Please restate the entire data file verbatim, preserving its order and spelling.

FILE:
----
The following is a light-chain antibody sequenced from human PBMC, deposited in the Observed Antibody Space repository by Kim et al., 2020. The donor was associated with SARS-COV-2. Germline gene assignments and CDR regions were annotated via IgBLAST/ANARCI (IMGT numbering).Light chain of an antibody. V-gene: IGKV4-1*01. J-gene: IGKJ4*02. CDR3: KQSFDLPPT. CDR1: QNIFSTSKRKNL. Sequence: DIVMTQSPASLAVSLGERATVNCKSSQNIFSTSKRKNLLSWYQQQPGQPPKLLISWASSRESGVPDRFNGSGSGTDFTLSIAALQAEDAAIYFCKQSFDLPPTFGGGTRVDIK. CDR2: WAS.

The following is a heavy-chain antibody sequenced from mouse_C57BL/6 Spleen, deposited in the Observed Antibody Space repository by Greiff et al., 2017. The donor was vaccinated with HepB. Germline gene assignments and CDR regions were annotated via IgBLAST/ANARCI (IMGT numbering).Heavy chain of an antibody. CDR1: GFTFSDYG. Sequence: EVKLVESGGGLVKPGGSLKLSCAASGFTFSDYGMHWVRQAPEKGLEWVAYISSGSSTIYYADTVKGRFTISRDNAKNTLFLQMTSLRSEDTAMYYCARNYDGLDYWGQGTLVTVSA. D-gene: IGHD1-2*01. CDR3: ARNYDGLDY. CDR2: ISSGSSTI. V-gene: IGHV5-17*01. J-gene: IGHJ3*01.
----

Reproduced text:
The following is a light-chain antibody sequenced from human PBMC, deposited in the Observed Antibody Space repository by Kim et al., 2020. The donor was associated with SARS-COV-2. Germline gene assignments and CDR regions were annotated via IgBLAST/ANARCI (IMGT numbering).Light chain of an antibody. V-gene: IGKV4-1*01. J-gene: IGKJ4*02. CDR3: KQSFDLPPT. CDR1: QNIFSTSKRKNL. Sequence: DIVMTQSPASLAVSLGERATVNCKSSQNIFSTSKRKNLLSWYQQQPGQPPKLLISWASSRESGVPDRFNGSGSGTDFTLSIAALQAEDAAIYFCKQSFDLPPTFGGGTRVDIK. CDR2: WAS.

The following is a heavy-chain antibody sequenced from mouse_C57BL/6 Spleen, deposited in the Observed Antibody Space repository by Greiff et al., 2017. The donor was vaccinated with HepB. Germline gene assignments and CDR regions were annotated via IgBLAST/ANARCI (IMGT numbering).Heavy chain of an antibody. CDR1: GFTFSDYG. Sequence: EVKLVESGGGLVKPGGSLKLSCAASGFTFSDYGMHWVRQAPEKGLEWVAYISSGSSTIYYADTVKGRFTISRDNAKNTLFLQMTSLRSEDTAMYYCARNYDGLDYWGQGTLVTVSA. D-gene: IGHD1-2*01. CDR3: ARNYDGLDY. CDR2: ISSGSSTI. V-gene: IGHV5-17*01. J-gene: IGHJ3*01.